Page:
Once the van had defrosted it was a short drive back to Newcastleton, the bakery providing some not very complex carbohydrates to take away for lunch. The destination was Kielder reservoir but I was keen to detour to deepest Liddesdale and the imposing Hermitage castle.
The castle sits in a wild and lonely spot, sombre moorland hills rising up around it. Unfortunately it does not open until April, so I was unable to explore inside. The low gate across the bridge that leads to is easy to hop over though and I spent a while walking around its forbidding exterior. The morning was cold and sunny, the grass still frosty in the shadows, with surrounding hills covered in a light mist. During the long bothy nights I was reading the fourth book in the Game of Thrones series, Hermitage castle conjured up the sights and sounds I had imagined in Kings Landing. More info on the castle can be found here. I look forward to returning in the summer when it is open.
I returned to Reuben who was waiting patiently inside the van. It was not too far to drive to Kielder and I parked up in a woodland car park to the south of the village. The ground and air were damp and fragrant,the smell of the forest filling my nostrils. Low winter sunshine was filtering through the trees at an angle, casting mysterious beams of light onto the mossy floor.
I decided that the car park was too secluded to leave the van so I drove into the village of Butteryhaugh and left it at the Village Library / School car park. There was a nearby sign stating that public nudity was an offence, with a request for people not to get changed in the car park! Luckily I was fully dressed when Reuben and I set off south, heading for the path along the north shores of Bakethin and Kielder Reservoirs.
The sky was becoming overcast as we walked along the Lakeside way, the forecast was for heavy snow to arrive later that evening. A mysterious shape in the woods beckoned us onwards, its empty eyes and gaping mouth looking over the large expanse of water. A large wooden sculpture called Silvis Capitalis invites you to explore inside its head but unfortunately the ladder that leads you upwards has been removed, to be replaced in the spring.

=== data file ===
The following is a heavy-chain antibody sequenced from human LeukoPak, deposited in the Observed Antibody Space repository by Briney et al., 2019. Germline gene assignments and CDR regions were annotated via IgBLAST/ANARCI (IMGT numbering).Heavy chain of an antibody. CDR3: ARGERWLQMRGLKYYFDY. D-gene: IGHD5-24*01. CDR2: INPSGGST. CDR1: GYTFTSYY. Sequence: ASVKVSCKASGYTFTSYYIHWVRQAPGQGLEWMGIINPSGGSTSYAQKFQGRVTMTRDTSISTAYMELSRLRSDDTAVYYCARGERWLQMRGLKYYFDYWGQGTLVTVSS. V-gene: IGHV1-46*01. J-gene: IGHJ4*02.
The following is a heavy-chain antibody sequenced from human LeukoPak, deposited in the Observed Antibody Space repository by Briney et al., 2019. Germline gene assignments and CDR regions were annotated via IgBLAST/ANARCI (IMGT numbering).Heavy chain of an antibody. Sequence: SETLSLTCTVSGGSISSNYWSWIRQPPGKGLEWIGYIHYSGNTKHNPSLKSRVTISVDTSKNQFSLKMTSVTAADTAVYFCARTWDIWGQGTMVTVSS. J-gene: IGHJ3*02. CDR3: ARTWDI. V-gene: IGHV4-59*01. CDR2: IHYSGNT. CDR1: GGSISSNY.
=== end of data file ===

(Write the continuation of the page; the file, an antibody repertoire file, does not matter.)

The reservoir was left behind, forest tracks taking us uphill towards Wainhope Bothy.
The bothy sits in a large clearing, a pleasant space after being hemmed in by trees. I looked for the telltale smoke from the chimney or movement outside but it looked like I was going to have another bothy night with just Reuben for company.
The bothy is a very attractive building with a lone tree outside and surrounded by a stone enclosure. Inside there are two main rooms, the one on the left being large with a stove and space to sleep lots of people on a wooden platform. I chose the smaller right hand room with its open fireplace. The bothy was tidy with no rubbish about but it looks like it receives a large amount of traffic, confirmed by the comments in the bothy book. I set about giving it a good sweep and then went to fetch water from as far away from the building as possible.
As I was filling my bottles from a stream Reuben pulled off one of his poses on a handily placed moss-covered log.
I was glad that I had carried in a bag of coal and kindling as the bothy was devoid of any fuel. It saved me a long trek into the woods with a rusty bow saw. With the fire lit and candles spread around the room, the bothy soon felt warm and cosy.
When I popped my head out of the door later that evening I saw that snow had started to fall, gradually settling after the earlier drizzle. At one point I noticed bright lights and the sound of machinery to the north as if there was a vehicle on one of the remote forestry tracks. It never passed my way and I assume that it was someone working in the forest.
I awoke to a white wonderland, the first time this winter that I had seen proper snow. I crunched around outside for a while, a big grin on my face as my hands got cold whilst throwing snowballs at Reuben.
I had planned to bag the remote Dewey of Monkside but a late start and the effort of walking through the snow would have meant I would not be able to get back to the van before dark. Instead I picked a series of high level forest tracks that eventually led down to a bridge over the kielder Burn. It was great walking through the virgin snow, with not a soul to be seen all day. Reuben especially enjoyed yomping along, seeking out all the best smells.
When I got back to the van it was still plastered in snow which had frozen solid. It took ages to scrape it all off but at least the doors had not frozen shut this time. The set of winter tyres that have been next to useless this winter finally came into their own as I drove towards home on the snowy road along Kielder reservoir.